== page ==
ALGIERS – Algerians unhappy with their government took to the streets again on Friday even though ailing President Abdelaziz Bouteflika stepped down earlier this week in a bid to appease the populace.
For the seventh consecutive Friday, thousands of people gathered in Grand Post square and other points in central Algiers to call for the removal of the entire regime that they say has spent the last few years propping up and manipulating the 82-year-old Bouteflika.
Amid the festive atmosphere that has marked the protests since they began on Feb. 22, protesters chanted slogans denouncing the “Triple B,” referring to the trio named to oversee the transition process: Senate head Abdelkader Bensalah; Constitutional Council chairman Tayeb Belaiz; and former Prime Minister Noureddine Bedoui.
Opponents of the government say the three veteran politicians are part of a “mafia of power” that also includes other senior officials and businessmen who have been part of Bouteflika’s circle.
Protesters want those powerful insiders to face prosecution and be forced to pay back the public money they have spent over the last two decades under Bouteflika.
Banners reading “The people reject Bensalah, Bedoui and Belaiz as well as the entire system” and “The hypocritical government must fall, the band of criminals must be tried,” were seen in Grand Post and Audin squares.
“The people want them all to go,” crowds chanted and it was clear the demand extended to the army chief of staff, Gen. Ahmed Gaïd Salah, who became one of the most powerful men in the country after he helped force Bouteflika to step down.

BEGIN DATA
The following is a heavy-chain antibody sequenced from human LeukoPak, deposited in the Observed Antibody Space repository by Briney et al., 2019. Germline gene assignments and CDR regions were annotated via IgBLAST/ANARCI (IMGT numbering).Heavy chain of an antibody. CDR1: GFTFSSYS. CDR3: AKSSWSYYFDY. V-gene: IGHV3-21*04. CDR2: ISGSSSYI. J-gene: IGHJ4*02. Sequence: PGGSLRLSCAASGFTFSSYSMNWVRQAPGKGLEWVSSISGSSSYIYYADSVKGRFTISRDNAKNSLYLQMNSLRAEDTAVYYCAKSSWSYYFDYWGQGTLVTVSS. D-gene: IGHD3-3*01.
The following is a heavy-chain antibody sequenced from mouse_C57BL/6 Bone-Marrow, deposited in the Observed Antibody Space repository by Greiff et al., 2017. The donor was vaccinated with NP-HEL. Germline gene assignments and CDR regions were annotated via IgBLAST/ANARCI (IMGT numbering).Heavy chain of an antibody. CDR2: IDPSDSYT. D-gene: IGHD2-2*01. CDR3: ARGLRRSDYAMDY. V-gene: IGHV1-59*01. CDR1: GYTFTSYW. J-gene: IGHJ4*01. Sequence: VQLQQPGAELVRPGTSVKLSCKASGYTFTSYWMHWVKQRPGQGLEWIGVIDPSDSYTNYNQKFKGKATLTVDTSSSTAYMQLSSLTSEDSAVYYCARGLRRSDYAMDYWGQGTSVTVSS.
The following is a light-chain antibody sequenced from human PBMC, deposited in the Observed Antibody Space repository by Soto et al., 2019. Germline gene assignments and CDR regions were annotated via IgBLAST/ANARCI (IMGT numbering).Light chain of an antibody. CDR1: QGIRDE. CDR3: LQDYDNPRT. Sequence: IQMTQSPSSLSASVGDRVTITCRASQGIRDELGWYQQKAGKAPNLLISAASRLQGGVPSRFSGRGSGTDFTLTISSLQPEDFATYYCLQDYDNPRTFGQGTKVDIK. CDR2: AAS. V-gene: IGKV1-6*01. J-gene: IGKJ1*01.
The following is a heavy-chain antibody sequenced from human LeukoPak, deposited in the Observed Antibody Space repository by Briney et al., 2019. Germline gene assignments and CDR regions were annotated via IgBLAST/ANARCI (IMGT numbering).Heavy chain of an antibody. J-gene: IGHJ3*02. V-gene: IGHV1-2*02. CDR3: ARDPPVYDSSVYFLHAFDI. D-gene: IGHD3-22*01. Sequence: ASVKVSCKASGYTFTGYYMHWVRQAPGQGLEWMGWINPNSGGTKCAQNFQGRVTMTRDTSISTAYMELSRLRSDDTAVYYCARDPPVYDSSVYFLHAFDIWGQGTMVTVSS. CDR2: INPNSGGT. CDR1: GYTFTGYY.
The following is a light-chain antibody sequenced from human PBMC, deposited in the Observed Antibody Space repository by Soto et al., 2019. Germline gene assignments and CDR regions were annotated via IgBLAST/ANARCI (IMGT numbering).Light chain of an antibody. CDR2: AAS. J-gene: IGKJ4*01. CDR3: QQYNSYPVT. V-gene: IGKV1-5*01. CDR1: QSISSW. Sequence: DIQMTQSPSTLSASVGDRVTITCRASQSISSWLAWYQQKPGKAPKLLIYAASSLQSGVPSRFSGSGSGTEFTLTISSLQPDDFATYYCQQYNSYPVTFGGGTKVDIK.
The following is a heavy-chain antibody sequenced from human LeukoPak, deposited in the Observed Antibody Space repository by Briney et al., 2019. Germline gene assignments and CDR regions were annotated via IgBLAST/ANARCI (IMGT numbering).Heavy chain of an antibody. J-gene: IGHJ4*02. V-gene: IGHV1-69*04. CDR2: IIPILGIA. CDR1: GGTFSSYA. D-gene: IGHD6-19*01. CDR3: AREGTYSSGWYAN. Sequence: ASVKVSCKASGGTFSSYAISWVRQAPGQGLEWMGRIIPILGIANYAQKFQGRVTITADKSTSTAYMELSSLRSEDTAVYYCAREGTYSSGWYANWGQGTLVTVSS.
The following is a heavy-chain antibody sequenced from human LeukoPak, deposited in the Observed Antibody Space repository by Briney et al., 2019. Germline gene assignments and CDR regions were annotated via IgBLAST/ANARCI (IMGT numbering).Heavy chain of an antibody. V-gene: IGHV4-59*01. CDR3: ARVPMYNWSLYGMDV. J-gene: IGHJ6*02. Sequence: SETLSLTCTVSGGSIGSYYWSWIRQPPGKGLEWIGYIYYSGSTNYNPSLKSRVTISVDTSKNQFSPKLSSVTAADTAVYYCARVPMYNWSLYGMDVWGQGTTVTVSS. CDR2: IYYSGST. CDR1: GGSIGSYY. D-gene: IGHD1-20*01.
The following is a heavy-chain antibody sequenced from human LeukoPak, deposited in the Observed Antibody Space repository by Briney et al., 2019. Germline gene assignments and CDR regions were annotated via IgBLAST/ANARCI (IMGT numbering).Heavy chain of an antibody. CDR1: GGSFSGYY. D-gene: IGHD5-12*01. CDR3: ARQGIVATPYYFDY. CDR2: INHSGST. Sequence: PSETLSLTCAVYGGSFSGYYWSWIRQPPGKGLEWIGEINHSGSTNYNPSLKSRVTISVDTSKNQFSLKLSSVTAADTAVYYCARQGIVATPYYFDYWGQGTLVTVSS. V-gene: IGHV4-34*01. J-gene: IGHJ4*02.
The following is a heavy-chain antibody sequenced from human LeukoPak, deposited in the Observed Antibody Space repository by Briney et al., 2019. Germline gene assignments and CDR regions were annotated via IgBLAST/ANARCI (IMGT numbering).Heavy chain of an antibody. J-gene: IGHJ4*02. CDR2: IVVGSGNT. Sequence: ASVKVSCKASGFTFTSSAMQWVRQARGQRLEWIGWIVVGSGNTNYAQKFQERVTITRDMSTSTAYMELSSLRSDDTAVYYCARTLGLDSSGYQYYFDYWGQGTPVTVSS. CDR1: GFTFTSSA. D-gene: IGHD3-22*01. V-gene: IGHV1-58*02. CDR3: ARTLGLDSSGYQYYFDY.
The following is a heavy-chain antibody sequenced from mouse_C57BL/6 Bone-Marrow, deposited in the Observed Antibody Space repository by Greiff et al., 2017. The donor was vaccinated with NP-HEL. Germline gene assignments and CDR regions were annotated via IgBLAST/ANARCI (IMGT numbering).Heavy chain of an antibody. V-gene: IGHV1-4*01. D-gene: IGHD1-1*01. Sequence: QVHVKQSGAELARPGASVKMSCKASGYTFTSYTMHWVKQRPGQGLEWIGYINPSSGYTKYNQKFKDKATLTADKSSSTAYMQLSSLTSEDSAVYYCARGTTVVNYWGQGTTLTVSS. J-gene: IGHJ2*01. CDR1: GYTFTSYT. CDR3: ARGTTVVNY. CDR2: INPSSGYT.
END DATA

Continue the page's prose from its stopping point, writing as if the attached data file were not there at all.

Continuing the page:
Some protesters held up signs denouncing Gaïd Salah as an “accomplice” of Bouteflika, though chants in support of the army as an institution were also heard.
The protests against Bouteflika, who has rarely been seen in public since he suffered a stroke in 2013, began after presidential aides announced his intention to seek another term in the elections that were initially scheduled for April 18.
Though Bouteflika withdrew from the race on March 11, his withdrawal was accompanied by a postponement of the balloting, which sparked suspicions that he was maneuvering to remain in power beyond the end of his current mandate.
Many Algerians are weary of military control of the government, which has been a feature of politics since the country gained its independence from France in 1962.